The hon. Member is quite entitled to raise any point, but he is not entitled to suggest that there is any discourtesy on the part of a Minister who has been on the Bench since half past three o'clock today. With regard to the points that have been raised, one hon. Member complains that the Money Resolution is too wide, while another says that it is too narrow, so that it is very difficult to decide just what hon. Members opposite desire in this respect. I was asked how the House would learn of the expenditure on particular heads of the Resolution. Clearly, the House will be informed by the ordinary votes and estimates submitted by the responsible Department which, in this case, will be the Ministry of Agriculture.

A question was also asked about the Land Commission expenditure. It is obviously impossible for me to give any estimate either of the area of land to be acquired or of the price of that land, or even of the cost of rehabilitating or developing land. That is fairly set out in the Financial Memorandum to the Bill. Then I was asked how the House would learn just what the Land Commission is costing the State. If the hon. Member who put that question had been good enough to read the Bill, he would have found that Clause 67 states very distinctly that the Land Commission, before a certain date, must provide an annual report to the House concerning costs, so that the operations of the Land Commission will be made known to the House. I was also asked why we compel the Treasury to meet the costs incurred by the Land Commission or the county executive committee, whereas any income derived by one or other of those bodies has to be paid into the Exchequer. All I can say is that that is the accountancy method which has gone on over a very considerable period of time, and certainly for very many decades before there was a majority Labour Government. We are merely pursuing what I am sure the right hon. Gentleman opposite, who used to be Financial Secretary to the Treasury, knows is the proved method of accountancy, and which alone makes it possible for hon. Members to see where expenditure actually takes place. I think that deals with all the questions raised with the exception of that put by the hon. Member for Ripon (Mr. York), who asked about land and buildings. Perhaps it is not to be expected that the hon. Member would be aware of the fact, but for this purpose, land includes buildings.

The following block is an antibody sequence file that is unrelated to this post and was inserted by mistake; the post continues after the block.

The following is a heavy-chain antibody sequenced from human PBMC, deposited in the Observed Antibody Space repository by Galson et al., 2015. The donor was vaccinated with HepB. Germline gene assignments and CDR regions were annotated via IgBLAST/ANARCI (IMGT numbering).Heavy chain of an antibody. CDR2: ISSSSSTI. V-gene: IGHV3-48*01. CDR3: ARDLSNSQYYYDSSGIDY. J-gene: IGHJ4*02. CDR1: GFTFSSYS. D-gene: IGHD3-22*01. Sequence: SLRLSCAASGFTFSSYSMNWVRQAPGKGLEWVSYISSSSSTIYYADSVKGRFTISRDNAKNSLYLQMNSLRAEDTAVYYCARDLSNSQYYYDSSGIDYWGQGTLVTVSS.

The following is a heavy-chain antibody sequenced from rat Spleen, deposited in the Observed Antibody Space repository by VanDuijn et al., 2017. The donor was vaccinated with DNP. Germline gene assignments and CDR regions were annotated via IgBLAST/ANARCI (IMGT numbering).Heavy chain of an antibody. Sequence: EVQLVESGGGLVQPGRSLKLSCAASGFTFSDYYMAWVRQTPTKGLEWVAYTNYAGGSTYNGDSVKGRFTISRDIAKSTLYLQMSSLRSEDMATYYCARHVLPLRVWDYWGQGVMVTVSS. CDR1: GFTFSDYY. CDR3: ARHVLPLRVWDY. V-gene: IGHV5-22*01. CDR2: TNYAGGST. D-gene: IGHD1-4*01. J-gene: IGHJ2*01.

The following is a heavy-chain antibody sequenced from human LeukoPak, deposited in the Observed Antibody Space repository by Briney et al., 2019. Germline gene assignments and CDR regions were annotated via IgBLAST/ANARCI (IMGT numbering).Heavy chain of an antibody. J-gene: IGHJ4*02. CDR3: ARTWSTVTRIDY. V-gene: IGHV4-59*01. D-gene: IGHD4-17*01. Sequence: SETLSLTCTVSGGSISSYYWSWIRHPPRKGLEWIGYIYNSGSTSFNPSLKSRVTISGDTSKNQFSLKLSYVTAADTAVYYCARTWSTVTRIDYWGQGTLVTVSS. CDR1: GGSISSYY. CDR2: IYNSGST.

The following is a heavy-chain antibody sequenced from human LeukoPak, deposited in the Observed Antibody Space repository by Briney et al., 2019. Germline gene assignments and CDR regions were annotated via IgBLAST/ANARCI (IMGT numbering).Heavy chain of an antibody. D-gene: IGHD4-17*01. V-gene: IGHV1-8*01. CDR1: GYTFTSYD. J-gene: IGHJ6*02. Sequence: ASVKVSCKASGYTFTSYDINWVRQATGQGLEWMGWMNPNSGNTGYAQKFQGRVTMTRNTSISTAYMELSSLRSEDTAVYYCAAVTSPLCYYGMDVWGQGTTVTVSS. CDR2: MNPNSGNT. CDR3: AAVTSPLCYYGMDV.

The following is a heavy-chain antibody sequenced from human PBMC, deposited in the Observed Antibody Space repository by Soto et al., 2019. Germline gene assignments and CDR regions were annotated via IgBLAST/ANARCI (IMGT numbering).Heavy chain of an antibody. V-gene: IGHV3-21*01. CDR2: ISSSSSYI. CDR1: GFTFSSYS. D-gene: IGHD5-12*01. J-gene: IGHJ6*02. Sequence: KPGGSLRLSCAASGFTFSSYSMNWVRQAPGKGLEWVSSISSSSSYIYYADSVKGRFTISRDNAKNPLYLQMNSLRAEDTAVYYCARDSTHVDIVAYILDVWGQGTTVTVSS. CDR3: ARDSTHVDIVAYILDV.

10.30 p.m.

Captain Crookshank (Gainsborough)

I do not think we need take much longer on this Resolution because there is other business of importance to come before the House tonight. But I would say to the right hon. Gentleman that for years past it has been the complaint against these Resolutions that they have been drawn so tightly it was almost impossible, in Committee, to make Amendments which the Committee desired. As I look at this Resolution I think that, while it may be undesirable in the view of some of my hon. Friends on other grounds, on purely technical grounds it has been drawn so widely that we can amend it in the restrictive sense. The difficulty in the past with a Money Resolution was that it was so restrictive; in this case it is so extended, that it can be restricted.

To that extent the right hon. Gentleman has acted in accordance with the recommendation made some years ago to the Government and accepted by the Government of the time. That recommendation was that Financial Resolutions should be as wide as possible. Therefore I do not think it lies in the mouth of any of us to complain that this Resolution is too wide, because that is the will of Parliament, and it is the way in which such Resolutions can best be drawn up in order to secure the maximum of discussion in Committee or in the House as the case may be. On that assumption, I do not think there is much wrong with this Resolution. Although I know, Major Milner, that you cannot control the Rulings of the Chairman of a Standing Committee, I am sure that the Chairman of the Committee on this Bill will be guided by what you have said, and will not be likely to rule out of Order anything which you, from this Chair, said could be discussed upstairs. To that extent, I think that my hon. Friends who have raised points have been justified in having been able to secure Rulings from the Chair which can be quoted upstairs should there be any tendency to rule amendments out of Order.

While as I say the Government have fulfilled the general agreement that these Resolutions should be drawn very widely, I do make one comment, and that is on the very last sentence in the right hon. Gentleman's speech in reply to my hon. Friend, the Member for Ripon (Mr. York). He says that land for this purpose includes buildings. The point my hon. Friend had in mind was, of course, that if grants are made for bringing water to agricultural land, the places where some of the water is really required, may be in the farm buildings themselves. The right hon. Gentleman says that, for this purpose, land includes buildings but, of course, it does not do so in this Money Resolution and it does not do so in the Bill. I have only had a minute to glance at the definition Clause, but that does not say that land includes buildings. The right hon. Gentleman evidently means it to do so. I hope, therefore, that if, by chance, his legal advisers were to say that the observation he made, perhaps on the spur of the moment, is not absolutely correct, he will take steps either to make the Amendment which I think he can make as Minister on the Report stage, or will see that a suitable definition is included somewhere else under the general procedure of the House. That was really the point my hon. Friend had in mind. I am doubtful at the moment whether the right hon. Gentleman is correct, but I am no lawyer and I am no Parliamentary draftsman. I understand I have the assurance of the right hon. Gentleman that he intends what I have indicated, and I have every confidence if he intends it to be done, he will find ways and means of doing it.

Mr. T. Williams

That is my intention, and the words cover my intention.

Resolution to be reported Tomorrow.